For the first time, cinemas are getting a new sound dimension thanks to Dolby Atmos, namely sound from above. It’s shocking. But when you think that in the real world, we get audio signals from all directions – and not just back and front, left and right – the concept of sound coming from the ceiling really is revolutionary. No matter what our hearing is used to, we’re not trained for sounds coming from above in the cinema. And that’s what makes this development so exciting.
Just imagine the menacing crackle of an activated lightsabre sweeping over your head. Or the debris and outer casing of the spaceship constantly trying to take your life. Because the sound comes from above, you won’t be able to help looking up nervously. The real thrill is the new sound feeling. Dolby like to dub it the sound of God in their marketing material.
As you can see, the number of speakers isn’t the only reason the acoustic space of an Atmos system is superior to that of a surround system. It’s more a case of the different dimension that funnels sound down from above. It’s perfect for that moment when the swooshing in the branches in the forest moon of Endor announces the breakneck incline of one of the swinging vine ewoks.
I can even hear the ewok screaming in my ears.
Step 3: dynamic audio objects
Believe it or not, the best is yet to come. No longer will all sounds be directed along one channel. Instead, things that move – like the frantic Falcon, Hans’s space freighter and the faltering TIE starfighters – will be classed as simulated objects within this sound dome. Dolby also refers to them as dynamic audio objects. Thanks to the latest algorithms, these audio objects can be positioned precisely in the room. It depends where they are as to which speaker is activated. It looks a bit like this:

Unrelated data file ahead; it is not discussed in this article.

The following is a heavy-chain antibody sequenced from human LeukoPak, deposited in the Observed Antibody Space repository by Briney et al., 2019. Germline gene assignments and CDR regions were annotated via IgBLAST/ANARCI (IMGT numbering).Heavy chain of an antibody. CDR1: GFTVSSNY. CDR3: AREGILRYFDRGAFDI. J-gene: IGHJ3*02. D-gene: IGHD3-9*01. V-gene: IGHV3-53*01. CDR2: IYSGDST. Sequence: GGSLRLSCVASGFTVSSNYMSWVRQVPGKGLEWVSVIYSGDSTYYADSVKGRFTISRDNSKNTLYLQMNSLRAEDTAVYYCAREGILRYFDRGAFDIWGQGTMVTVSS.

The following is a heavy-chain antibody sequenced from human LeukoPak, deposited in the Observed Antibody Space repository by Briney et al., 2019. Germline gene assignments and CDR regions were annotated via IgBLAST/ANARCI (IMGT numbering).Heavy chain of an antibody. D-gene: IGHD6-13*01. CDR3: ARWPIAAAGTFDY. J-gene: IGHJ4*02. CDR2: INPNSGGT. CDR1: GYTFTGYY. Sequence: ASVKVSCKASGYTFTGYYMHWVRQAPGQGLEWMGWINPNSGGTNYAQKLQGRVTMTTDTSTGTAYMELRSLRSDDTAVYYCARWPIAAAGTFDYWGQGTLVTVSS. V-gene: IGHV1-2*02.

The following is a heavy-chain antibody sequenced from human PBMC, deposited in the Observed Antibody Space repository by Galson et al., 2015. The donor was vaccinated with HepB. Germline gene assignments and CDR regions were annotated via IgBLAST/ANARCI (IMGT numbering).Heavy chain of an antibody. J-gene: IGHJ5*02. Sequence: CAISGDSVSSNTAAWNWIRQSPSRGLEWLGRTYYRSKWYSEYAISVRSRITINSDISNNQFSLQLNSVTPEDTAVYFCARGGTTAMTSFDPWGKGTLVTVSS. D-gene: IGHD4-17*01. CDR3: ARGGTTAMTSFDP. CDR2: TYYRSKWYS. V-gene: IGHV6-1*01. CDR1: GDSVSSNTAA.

In real time, Dolby Atmos technology algorithms calculate which speaker has to be activated at what volume to simulate the moving object correctly. Isn’t that clever?
Dynamic audio objects in surround sound
At the same time, at the other side of the galaxy, Luke Skywalker, son of the legendary warrior Anakin Skywalker, is starting his Jedi training. On the rough, inhospitable swamp-ridden planet of Dagobah, he unwillingly sunk his X-wings as instructed by Yoda, the wise and powerful Jedi master of days gone by.
«Adventure. Excitement. A Jedi craves not these things» said the master to his student reproachfully.
Nothing about his delicate appearance points to the immense power within Yoda. The small creature raised his hand and, as if by magic, Luke’s X-wings raised up from the depths of the swamp...
This is how Dolby Atmos works
A finished Atmos mixdown comprises a base of background noises. These are built up using Dolby Suround’s channel-based process. In the chase scene we keep coming back to, the humming of the Falcon machinery would be a typical background noise. Other examples include rain on the hideous planet of Dagobah, which pitter-patters relentlessly on Yoda’s little hut. In both examples, the sound surrounds you. It’s somehow always there without really moving.
Dynamic audio objects accompany the background noises. This means any sounds or noises that move and aren’t static. Typical dynamic audio objects would be: Yoda’s voice when he’s speaking to Luke off screen and then when he joins his student. Or Luke’s X-wings when Yoda lifts it up and out of the dirty swamp.